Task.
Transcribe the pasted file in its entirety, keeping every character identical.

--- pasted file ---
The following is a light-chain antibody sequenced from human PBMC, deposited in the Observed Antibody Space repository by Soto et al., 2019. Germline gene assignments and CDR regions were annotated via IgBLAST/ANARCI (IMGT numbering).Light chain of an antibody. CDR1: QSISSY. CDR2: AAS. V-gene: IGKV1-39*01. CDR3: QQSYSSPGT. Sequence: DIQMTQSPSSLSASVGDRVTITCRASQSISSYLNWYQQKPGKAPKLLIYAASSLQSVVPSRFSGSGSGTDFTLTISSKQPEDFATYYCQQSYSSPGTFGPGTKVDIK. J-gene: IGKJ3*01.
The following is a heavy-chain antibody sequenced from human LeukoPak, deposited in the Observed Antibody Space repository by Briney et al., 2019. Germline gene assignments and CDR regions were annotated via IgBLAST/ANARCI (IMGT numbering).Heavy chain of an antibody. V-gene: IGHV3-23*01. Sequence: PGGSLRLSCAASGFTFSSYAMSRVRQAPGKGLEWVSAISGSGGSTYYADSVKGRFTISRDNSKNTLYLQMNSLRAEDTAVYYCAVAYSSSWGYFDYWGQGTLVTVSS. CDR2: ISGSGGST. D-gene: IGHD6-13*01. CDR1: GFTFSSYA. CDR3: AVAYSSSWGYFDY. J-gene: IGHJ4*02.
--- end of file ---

The following is a light-chain antibody sequenced from human PBMC, deposited in the Observed Antibody Space repository by Soto et al., 2019. Germline gene assignments and CDR regions were annotated via IgBLAST/ANARCI (IMGT numbering).Light chain of an antibody. CDR1: QSISSY. CDR2: AAS. V-gene: IGKV1-39*01. CDR3: QQSYSSPGT. Sequence: DIQMTQSPSSLSASVGDRVTITCRASQSISSYLNWYQQKPGKAPKLLIYAASSLQSVVPSRFSGSGSGTDFTLTISSKQPEDFATYYCQQSYSSPGTFGPGTKVDIK. J-gene: IGKJ3*01.
The following is a heavy-chain antibody sequenced from human LeukoPak, deposited in the Observed Antibody Space repository by Briney et al., 2019. Germline gene assignments and CDR regions were annotated via IgBLAST/ANARCI (IMGT numbering).Heavy chain of an antibody. V-gene: IGHV3-23*01. Sequence: PGGSLRLSCAASGFTFSSYAMSRVRQAPGKGLEWVSAISGSGGSTYYADSVKGRFTISRDNSKNTLYLQMNSLRAEDTAVYYCAVAYSSSWGYFDYWGQGTLVTVSS. CDR2: ISGSGGST. D-gene: IGHD6-13*01. CDR1: GFTFSSYA. CDR3: AVAYSSSWGYFDY. J-gene: IGHJ4*02.